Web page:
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Welcome to the augmentation age, where AI isn’t displacing human effort; it’s enhancing it. The implications for scientific endeavor are astounding.  If human ingenuity can be guided by machines that interpret reams of research data in microseconds, how much faster will new breakthroughs happen?

No sector is keener to find out than Life Sciences. Pharma may have been traditionally late to embrace digital transformation, but it's clear now that data, analytics and collaboration platforms can pick up the pace of clinical development. If AI is added to the mix, some of the industry’s thorniest challenges might be easier to address.

The economics of making medicine have changed dramatically. Rapid advances in science and technology were raising physician and patient expectations even before COVID-19. Now everyone wants specific treatments for specific complaints, and quickly.

Pharma and Biotech executives are also under pressure to help reduce health inequities between the developed and developing world. In practical terms, that means improving access to medicines by keeping prices low. That gets harder when you consider the rise of personalized treatments like Cell Therapy, which are engineered to address the needs of smaller patient populations. The cost of delivering individualised medicine is disproportionately high, putting it out of reach for many patients and state providers.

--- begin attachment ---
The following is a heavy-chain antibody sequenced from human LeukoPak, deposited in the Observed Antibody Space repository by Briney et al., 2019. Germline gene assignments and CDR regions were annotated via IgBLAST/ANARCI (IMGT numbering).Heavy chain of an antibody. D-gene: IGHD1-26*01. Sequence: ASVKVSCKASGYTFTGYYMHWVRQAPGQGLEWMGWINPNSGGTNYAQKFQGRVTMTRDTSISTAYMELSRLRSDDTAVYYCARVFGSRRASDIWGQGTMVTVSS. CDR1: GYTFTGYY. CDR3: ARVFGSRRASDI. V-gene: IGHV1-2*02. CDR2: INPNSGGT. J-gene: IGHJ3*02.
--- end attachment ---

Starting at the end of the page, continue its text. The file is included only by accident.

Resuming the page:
ESG adds more complexity. Pharma firms face the same regulatory regimes around sustainability as others and will need to reduce their manufacturing and supply chain carbon footprint by roughly 90% over the coming decade.

Traditional R&D approaches and timelines are no longer acceptable. A disruptor is needed to significantly reduce time to market, find new efficiencies, address ever more discreet patient needs, and still make affordable access a reality.

Welcoming disruption

AI’s promise for clinical development lies in applying machine learning to huge data sets, enabling faster discovery of new molecules and then delivering new products.

Today’s generative AI tools can help bring promising therapies to the surface by cross-referencing scientific literature against other sources, including public databases, clinical trial information, conference abstracts, and unpublished data. 

These capabilities — augmenting and focusing the work of R&D leaders — are already speeding the identification of new candidate medicines. A process which once took years may now be achievable in months as productivity is improved across the clinical development value chain.  

As one speaker at the recent FT Global Pharma and Biotech Summit in London put it, “AI accelerates tasks where human speed was a limiting factor. It’s enabling us to discuss and route more innovative candidates through the funnel, leading to faster, cheaper, and better results.”

Pharma's commercial side also stands to benefit. In a recent interview with Biopharma Dive, Cognizant’s Global Head of Commercial Innovation Life Sciences and Digital Health, Vyom Bhuta, said AI’s rise means pharmaceutical companies should ‘start to think of time as a product.’